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Case Study: A Spoonful of Social Sampling

$html.esc($author.firstName) Bells By Karen Bells on May 27, 2015

Chirpify and General Mills partnered to use the power of social media – and freebies – to spread the word about the relaunch of French Toast Crunch.


It’s good to be missed, as General Mills found out recently. The food manufacturer reintroduced its French Toast Crunch cereal after nearly a decade off U.S. grocery shelves, to Internet raves.

The company got the word out about the relaunch in multiple ways, including its website and traditional mailers. But it was a “social sampling” campaign – marrying the reach of social media with the appeal of freebies – that put the product into the hands of its most loyal, and connected, fans. In some cases, within hours.

To design and run the campaign, General Mills tapped Portland, Ore.-based Chirpify, which helps brands such as Oreo and L’Oreal convert mobile and social actions into rewards and brand loyalty. Chirpify had previously worked with General Mills, which posted 2014 revenue of $17.9 billion, on Cheerios as well as Cinnamon Toast Crunch, the brand umbrella under which French Toast Crunch lives.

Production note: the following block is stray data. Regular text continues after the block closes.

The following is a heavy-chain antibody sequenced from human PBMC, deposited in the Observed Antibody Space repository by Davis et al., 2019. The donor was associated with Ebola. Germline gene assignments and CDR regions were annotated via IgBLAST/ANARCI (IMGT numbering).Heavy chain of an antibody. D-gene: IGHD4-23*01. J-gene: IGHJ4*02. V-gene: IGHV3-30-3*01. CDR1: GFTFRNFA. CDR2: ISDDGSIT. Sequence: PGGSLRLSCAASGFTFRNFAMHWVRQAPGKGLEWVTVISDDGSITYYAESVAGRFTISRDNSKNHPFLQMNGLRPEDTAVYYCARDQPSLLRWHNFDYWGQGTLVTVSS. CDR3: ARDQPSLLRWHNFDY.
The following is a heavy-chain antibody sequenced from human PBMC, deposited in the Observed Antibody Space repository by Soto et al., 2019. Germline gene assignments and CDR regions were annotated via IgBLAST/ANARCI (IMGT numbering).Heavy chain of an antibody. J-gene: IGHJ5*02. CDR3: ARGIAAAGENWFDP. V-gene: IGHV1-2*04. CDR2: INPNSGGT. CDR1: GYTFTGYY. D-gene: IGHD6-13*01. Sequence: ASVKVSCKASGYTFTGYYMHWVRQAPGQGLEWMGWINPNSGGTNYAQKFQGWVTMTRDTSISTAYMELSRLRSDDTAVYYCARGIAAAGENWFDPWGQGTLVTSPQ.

Rather than just virtually shouting at everyone on social media, General Mills took a targeted approach to create one-to-one conversations with those who really like the product – and are willing to tell their friends, said Chirpify Senior Marketing Manager Jessica Williams.

Here’s how it worked:

The Challenge

The primary goal was to get French Toast Crunch into the hands of the company’s best and most socially connected consumers. Along the way, the campaign also aimed to earn new social media exposure and followers and, critically, to close the loop between social engagement and a quantifiable metric that contributes to grocery sales.

The Solution

Chirpify’s says it likes to make things “frictionless” for consumers, forgoing microsites, brand apps or gamification, which require people to do extra work and move into new areas (and creating additional cost and effort for the brand). The French Toast Crunch social sampling campaign kept consumers where they already were hanging out – in this case, on Twitter. Even for the step of collecting consumers’ email addresses, the campaign kept people in the same place; users entered their email addresses via a Twitter popup window, rather than being directed to the company website or another brand-specific site.